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Employment policies and data

OECD urges Austria to do more to encourage older people to work longer

 

08/09/2005 - According to a new OECD report, Austria faces major challenges in relation to population ageing and the employment of older workers. As a result of declining mortality and persistently low fertility, the share of the population over age 65, is projected to double by 2050, and the working-age population could decline from 2018 onwards (Figure 1). The likely decline in labour supply will lower economic growth while public social expenditures continue to grow.

Part of a series of OECD country reports on Ageing and Employment Policies, the OECD report on Austria contains a survey of the main barriers to employment facing older Austrians, an assessment of the adequacy and effectiveness of existing measures to overcome these barriers and policy recommendations for further action by the Austrian government, employers, trade unions and older workers themselves.

The OECD report acknowledges that, since the mid-1990s, attitudes of policy makers towards older workers have been changing. Recent pension reform in particular is an unmistakeable sign of the change in policy stance. Various measures to complement pension reform have been taken to help improve labour market opportunities for older workers, including incentives for employers to retain and to hire older workers and efforts by the Labour Market Service to promote the employability of older workers.

Despite these reforms, the OECD argues that attitudes of employers and employees appear to be changing very slowly and existing pathways into early retirement are still used extensively. The OECD points out that many older Austrians withdraw from the labour market well before reaching the statutory or even the early retirement age (Figure 2). Consequently, only one in three persons aged between 55 and 64 participate in the labour market in Austria, which is significantly lower than in most other OECD countries. The situation has improved only modestly since 1995 (Figure 3).

Recommendations for reform

According to the OECD, if Austria is to successfully meet the challenges of population ageing a comprehensive, whole-of-government approach is needed to encourage older workers to continue working longer. One the one hand, the pension system needs to be strengthened further and complemented by reform of the disability pension scheme. The latter is particularly important in a country where one in two older men and one in three older women leave the labour force on the grounds of a disability. On the other hand, a number of changes in active labour market policy and employment regulations are required to enhance the employability of older workers. Among the policy recommendations put forward in the OECD report are the following:

  • Adjust the retirement age in line with demographic developments. Given that further large increases in life expectancy are likely, the OECD argues that the statutory and minimum age of retirement should be automatically adjusted upwards in line with rising life expectancy. If this adjustment fails to raise labour supply sufficiently, additional measures aimed at reducing the actual choice of retirees may be called for.
  • Eliminate “own-occupation” assessment in determining a person’s disability status. Steps should be taken to ensure that disability pensions are only used for people unable to work, says the OECD. Currently, workers over the age of 57 can receive a disability pension if they are unable to perform their former job – though they may actually be able to perform other jobs. This type of “own-occupation” assessment has been abolished in most OECD countries and Austria may wish to consider a similar approach.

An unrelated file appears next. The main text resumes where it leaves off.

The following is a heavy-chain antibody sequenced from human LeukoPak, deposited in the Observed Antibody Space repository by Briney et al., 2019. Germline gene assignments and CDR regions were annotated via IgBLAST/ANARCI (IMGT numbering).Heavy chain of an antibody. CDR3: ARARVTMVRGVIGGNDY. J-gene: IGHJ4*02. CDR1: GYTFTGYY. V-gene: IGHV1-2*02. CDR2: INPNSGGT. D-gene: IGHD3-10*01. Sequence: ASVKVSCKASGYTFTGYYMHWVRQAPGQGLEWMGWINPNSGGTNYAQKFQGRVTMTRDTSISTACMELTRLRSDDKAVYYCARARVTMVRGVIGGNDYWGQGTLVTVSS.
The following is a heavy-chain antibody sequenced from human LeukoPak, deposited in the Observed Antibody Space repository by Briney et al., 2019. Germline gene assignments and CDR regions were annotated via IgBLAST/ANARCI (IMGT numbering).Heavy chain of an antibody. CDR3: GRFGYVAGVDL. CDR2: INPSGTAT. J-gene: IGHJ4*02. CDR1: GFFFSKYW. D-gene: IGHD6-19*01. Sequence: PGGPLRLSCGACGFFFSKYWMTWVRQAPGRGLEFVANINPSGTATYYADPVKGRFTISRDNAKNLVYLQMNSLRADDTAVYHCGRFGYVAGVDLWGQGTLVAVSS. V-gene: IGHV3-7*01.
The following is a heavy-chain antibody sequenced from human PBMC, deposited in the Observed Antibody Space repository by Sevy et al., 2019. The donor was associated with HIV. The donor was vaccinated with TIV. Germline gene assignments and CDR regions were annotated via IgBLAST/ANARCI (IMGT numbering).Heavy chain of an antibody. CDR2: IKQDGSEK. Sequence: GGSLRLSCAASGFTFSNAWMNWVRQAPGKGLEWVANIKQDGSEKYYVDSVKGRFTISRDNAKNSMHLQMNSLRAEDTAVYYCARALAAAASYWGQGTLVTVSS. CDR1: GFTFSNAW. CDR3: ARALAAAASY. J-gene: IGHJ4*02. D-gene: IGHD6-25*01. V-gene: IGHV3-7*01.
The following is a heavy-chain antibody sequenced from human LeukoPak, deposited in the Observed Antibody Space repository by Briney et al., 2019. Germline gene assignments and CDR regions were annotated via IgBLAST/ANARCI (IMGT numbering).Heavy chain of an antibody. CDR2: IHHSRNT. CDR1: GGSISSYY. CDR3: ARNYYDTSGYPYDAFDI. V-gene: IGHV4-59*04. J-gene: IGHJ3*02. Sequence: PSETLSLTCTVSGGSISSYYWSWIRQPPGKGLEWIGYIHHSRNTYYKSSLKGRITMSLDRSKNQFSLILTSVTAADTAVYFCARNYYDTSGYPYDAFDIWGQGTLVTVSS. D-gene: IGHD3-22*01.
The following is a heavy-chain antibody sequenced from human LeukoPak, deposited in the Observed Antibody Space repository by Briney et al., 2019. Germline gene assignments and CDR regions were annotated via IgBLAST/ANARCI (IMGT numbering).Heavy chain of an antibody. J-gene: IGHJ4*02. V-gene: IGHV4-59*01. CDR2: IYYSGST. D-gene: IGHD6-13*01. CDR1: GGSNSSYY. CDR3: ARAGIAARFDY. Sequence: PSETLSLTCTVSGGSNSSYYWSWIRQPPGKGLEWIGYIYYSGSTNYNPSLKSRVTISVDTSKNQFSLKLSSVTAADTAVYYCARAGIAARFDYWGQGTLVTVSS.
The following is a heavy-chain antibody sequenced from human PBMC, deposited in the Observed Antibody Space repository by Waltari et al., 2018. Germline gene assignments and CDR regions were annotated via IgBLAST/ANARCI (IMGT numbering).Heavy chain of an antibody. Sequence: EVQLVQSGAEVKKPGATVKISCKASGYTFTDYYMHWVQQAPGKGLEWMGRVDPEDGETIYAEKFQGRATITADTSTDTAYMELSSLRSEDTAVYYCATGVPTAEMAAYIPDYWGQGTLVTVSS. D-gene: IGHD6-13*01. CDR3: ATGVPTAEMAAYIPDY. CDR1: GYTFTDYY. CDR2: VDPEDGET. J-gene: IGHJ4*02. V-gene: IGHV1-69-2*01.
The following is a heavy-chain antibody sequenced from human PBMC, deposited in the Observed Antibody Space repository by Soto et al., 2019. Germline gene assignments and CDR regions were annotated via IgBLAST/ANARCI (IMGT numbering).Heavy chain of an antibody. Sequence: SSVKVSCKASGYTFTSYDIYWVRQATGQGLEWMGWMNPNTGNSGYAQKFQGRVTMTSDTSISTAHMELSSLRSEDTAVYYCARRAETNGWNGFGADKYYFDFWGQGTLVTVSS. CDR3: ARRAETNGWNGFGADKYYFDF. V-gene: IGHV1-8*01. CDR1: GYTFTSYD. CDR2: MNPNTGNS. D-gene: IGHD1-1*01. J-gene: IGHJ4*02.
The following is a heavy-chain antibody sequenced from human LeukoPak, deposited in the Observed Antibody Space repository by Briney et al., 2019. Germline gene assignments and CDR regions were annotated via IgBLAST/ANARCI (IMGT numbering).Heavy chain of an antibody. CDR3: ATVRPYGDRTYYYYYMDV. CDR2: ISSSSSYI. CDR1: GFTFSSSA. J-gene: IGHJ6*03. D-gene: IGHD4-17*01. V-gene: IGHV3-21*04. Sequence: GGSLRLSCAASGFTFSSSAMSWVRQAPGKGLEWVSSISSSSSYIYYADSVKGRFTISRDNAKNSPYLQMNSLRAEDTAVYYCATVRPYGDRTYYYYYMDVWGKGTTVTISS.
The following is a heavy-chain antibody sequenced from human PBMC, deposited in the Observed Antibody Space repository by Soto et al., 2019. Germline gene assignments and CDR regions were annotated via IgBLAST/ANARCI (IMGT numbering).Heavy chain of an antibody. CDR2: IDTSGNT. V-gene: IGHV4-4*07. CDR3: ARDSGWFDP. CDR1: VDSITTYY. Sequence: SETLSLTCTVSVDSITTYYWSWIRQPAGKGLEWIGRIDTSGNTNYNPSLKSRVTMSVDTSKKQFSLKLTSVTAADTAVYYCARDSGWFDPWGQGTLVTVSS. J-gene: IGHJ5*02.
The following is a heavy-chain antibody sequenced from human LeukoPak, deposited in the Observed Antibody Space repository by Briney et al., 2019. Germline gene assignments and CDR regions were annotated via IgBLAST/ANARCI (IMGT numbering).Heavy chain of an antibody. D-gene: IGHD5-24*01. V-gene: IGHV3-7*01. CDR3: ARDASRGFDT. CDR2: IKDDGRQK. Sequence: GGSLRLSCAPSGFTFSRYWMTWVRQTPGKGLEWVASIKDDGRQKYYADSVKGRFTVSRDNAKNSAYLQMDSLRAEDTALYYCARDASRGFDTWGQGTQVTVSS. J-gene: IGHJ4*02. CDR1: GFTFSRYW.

• Improve the targeting of payroll tax cuts. Permanently reducing social security contributions for employing older workers would be more cost-efficient if targeted on those groups with low chances of reintegration, i.e. older unemployed workers with low or obsolete skills. It could also be more effective if in exchange the level of the targeted tax cut was increased.
  • Improve the coherence of Austria’s system of continued education and training. According to the OECD, a lack of consistency between the various training providers has affected training opportunities for older workers. Coherence could be improved through better co-operation between the different layers of training provision. Joint provision of information and guidance would be a first step. In the longer run, greater possibilities for joint service provision should be explored.
  • Consider financial incentives for employers to invest in injury prevention. Safe workplaces should pay lower work injury insurance premiums than more dangerous ones, as is already the case in most OECD countries. This, OECD says, would encourage employers to make more efforts to improve occupational health and safety. Similarly, some form of risk-related insurance premiums could be introduced for general disabilities since they are often related to poor working conditions.

To obtain a copy of the report, journalists should contact the OECD Media Relations Division (tel. 33 1 45 24 97 00). For further comment or information, journalists are invited to contact the report’s author Christopher Prinz (33 1 45 24 94 83) or the Head of the OECD’s Thematic Review of Ageing and Employment Policies, Mark Keese (33 1 45 24 87 94).


See the figures

The full report is also available via the OECD Online Bookshop.

 

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